BASF is a chemical company that produces self-adhesive labels, carpet backing and paints which all require water use in cooling, manufacturing and cleaning processes. Through the application of new technology, BASF’s Altona plant has been investigating the reuse of waste water and products currently sent to the sewerage system in an effort to reduce trade waste output.
A pilot ultrafiltration membrane with Vibratory Shear Enhanced Processing (VSEP) was trialled on their wastewater. The pilot demonstrated that 26 million litres a year of wastewater that is produced at the Altona site could be recycled effectively eliminating trade waste output.
BASF and City West Water engaged with The Water Management Group (service provider of water treatment solutions for industrial, commercial and municipal clients), to conduct a study of membrane technologies suitable for processing wastewater at BASF. In order of decreasing pore size, membranes can be classified as Microfiltration, Ultrafiltration, Nanofiltration and Reverse Osmosis. Of the four types of filtration membranes, Ultrafiltration was selected as the most suitable pore size for meeting the water quality guidelines required by BASF.
Three ultrafiltration membranes (PVDF 200, C 100F, C30F and PES 5) were identified as suitable for testing. Each membrane was capable of achieving the required ejection of suspended solids and total dissolved solids (TDS) from the wastewater stream. To overcome reduced filtration from fouling, the patented technology VSEP was selected.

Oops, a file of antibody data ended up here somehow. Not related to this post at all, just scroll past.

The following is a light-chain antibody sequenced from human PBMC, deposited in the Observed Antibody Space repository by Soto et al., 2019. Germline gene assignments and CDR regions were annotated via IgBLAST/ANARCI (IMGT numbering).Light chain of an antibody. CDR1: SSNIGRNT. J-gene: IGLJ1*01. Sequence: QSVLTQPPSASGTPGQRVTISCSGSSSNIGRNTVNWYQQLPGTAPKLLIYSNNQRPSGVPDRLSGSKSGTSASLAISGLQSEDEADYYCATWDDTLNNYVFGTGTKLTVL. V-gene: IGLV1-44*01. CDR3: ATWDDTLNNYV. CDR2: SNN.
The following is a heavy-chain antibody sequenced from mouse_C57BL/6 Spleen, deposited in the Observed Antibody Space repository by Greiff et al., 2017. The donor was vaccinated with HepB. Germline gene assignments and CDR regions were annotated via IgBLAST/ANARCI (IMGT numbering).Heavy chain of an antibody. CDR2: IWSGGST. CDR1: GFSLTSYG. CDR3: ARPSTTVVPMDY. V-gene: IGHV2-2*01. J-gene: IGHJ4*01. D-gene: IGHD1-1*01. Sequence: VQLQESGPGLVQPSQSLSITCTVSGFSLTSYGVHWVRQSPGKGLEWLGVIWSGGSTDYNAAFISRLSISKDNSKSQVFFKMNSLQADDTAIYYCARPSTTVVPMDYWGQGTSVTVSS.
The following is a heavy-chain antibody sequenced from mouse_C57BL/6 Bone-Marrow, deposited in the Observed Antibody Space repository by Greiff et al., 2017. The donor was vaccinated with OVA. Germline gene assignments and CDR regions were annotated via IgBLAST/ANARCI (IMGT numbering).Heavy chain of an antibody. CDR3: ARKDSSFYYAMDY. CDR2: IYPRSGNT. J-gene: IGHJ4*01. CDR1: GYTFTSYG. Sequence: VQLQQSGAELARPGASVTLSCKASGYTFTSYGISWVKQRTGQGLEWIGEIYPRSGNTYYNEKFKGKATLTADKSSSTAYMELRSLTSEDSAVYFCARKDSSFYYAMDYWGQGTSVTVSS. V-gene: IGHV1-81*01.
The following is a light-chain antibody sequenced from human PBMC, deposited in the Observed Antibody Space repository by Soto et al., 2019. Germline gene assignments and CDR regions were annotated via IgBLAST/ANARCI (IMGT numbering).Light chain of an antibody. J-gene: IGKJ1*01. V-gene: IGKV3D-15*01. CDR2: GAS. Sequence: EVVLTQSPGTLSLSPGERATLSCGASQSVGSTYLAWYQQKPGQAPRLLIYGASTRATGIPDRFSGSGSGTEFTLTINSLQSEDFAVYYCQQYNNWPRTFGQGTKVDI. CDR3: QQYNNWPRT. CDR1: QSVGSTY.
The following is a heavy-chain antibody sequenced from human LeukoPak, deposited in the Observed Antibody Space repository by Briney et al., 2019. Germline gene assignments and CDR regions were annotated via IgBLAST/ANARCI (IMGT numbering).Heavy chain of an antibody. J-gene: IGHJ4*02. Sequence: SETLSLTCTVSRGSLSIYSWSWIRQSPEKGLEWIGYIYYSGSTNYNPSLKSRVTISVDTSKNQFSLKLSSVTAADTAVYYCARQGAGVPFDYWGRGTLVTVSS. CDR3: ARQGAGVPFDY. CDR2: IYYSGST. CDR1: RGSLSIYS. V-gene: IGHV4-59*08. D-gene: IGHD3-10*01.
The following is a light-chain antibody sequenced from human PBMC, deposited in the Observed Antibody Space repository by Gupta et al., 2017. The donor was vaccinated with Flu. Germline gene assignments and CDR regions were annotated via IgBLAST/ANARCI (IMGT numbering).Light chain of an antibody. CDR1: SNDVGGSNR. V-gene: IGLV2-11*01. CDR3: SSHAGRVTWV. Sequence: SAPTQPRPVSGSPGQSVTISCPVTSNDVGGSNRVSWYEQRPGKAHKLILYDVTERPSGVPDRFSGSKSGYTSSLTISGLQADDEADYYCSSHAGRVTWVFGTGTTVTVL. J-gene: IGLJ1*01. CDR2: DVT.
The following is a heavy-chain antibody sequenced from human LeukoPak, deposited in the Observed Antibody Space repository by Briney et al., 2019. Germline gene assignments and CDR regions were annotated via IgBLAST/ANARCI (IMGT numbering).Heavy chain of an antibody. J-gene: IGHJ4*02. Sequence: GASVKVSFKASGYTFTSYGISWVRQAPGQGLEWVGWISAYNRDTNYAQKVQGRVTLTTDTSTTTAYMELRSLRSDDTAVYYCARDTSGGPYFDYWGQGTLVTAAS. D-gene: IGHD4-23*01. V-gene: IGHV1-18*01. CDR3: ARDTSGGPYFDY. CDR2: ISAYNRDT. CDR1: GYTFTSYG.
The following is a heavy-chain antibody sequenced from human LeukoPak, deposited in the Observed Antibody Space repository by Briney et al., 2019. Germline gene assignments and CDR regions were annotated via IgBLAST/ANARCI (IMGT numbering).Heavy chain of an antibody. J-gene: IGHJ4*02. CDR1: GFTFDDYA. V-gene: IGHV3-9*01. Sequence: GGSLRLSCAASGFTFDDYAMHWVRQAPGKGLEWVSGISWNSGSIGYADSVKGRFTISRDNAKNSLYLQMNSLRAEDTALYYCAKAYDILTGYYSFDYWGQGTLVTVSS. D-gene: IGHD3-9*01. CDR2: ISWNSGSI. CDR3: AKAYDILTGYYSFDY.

The preferred membrane (C 100F) and VSEP system was trialled on a slipstream of effluent. Real time results were used to confirm the economic and technical viability of the technology. The trial demonstrated recovered material with up to 30 per cent solids in the recovered material. The potential savings from product recovery, reduced volume to sewer and fresh water usage are estimated at $199,000 per annum.
To build on the successful results all production grades were tested across the membrane, BASF hired a pilot plant scale to conduct an extended run of eight weeks. Co-funding from City West Water allowed a fully automated plant capable of continuous operation to be hired from The Water Management Group.
The test run showed that the VSEP membranes system was capable of recovering over 90 per cent of the total wastewater stream for reuse. This represents potentially 75 kL/d water reuse at BASF site, or 26.2 ML/year. Despite fluctuations in wastewater quality, the technology was sufficiently robust to demonstrate polymer rejection from water and turbidity reduction of greater than 99 per cent.
BASF has now begun examining possible uses for the recovered product, and implications that the system may have on trade waste discharge limits. Results of these investigations will determine if the technology can be successfully implemented on site.